It is also vital to increase awareness regarding the negative impacts of early marriage through the use of the mass media. Without building up awareness, it is not possible to address this issue properly. Strong application of laws prohibiting child marriage is necessary, especially in the rural areas. Work with communities, women’s groups and local political and religious leaders should be undertaken in order to increase awareness and address misconceptions and myths regarding women’s rights. There is a need to identify where child marriage occurs more frequently in order to create special programmes at those locations. Committees should be set up at every village by applying necessary conditions. These committees can then be held responsible if child marriages occur under their supervision. These steps can help prevent child marriage and help young girls develop their life properly and shape a better Bangladesh.
Shabnam Talukder Barsha
School of Law
BRAC University
The latest research report of UNICEF, titled ‘Ending Child Marriage: Progress and Prospects’ (2014), displays that the rate of child marriage in Bangladesh is alarmingly high. The report contends that 74 per cent of women aged between 20 and 49 in Bangladesh, were married before their 18th birthday. Of these 74 per cent women, around 39 per cent of them were wedded before the age of 15. Child marriage rate in Bangladesh is higher than average, compared with other South Asian countries, which is 56 per cent.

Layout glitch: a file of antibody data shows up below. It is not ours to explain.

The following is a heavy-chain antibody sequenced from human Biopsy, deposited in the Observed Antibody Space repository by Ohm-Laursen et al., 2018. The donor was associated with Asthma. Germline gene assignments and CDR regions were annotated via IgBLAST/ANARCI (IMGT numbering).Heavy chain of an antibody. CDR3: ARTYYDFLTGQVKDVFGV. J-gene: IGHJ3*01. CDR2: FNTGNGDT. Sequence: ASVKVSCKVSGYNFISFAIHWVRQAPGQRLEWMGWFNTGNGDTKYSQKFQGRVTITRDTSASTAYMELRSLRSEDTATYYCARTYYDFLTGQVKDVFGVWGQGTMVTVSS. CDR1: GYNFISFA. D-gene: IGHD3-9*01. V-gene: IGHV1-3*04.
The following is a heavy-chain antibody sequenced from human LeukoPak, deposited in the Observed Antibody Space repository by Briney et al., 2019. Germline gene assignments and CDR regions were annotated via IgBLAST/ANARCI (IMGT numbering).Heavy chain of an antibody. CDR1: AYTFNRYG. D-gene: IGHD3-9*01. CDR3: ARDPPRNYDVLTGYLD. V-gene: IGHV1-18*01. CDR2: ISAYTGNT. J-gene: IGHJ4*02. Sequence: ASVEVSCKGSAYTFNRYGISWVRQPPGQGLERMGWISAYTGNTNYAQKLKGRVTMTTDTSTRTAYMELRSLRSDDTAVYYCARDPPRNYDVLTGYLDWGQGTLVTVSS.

Though the world’s highest number of child marriages occurs in neighbouring India, in terms of percentage, India’s child marriage rate is 33 per cent, far less than Bangladesh with 58 per cent. What is even more concerning is that, 3 out of 4 marriages in Bangladesh involve child marriage. These statistics in on itself is distressing enough to draw our attention to this serious matter, and indicates to the need of greater public awareness.
Before we can come up with the right solutions, first, we must clearly identify the underlying reasons behind this problem. There are many reasons behind this problem in Bangladesh, however, let us concentrate on three major ones –– social values, poverty and dowry.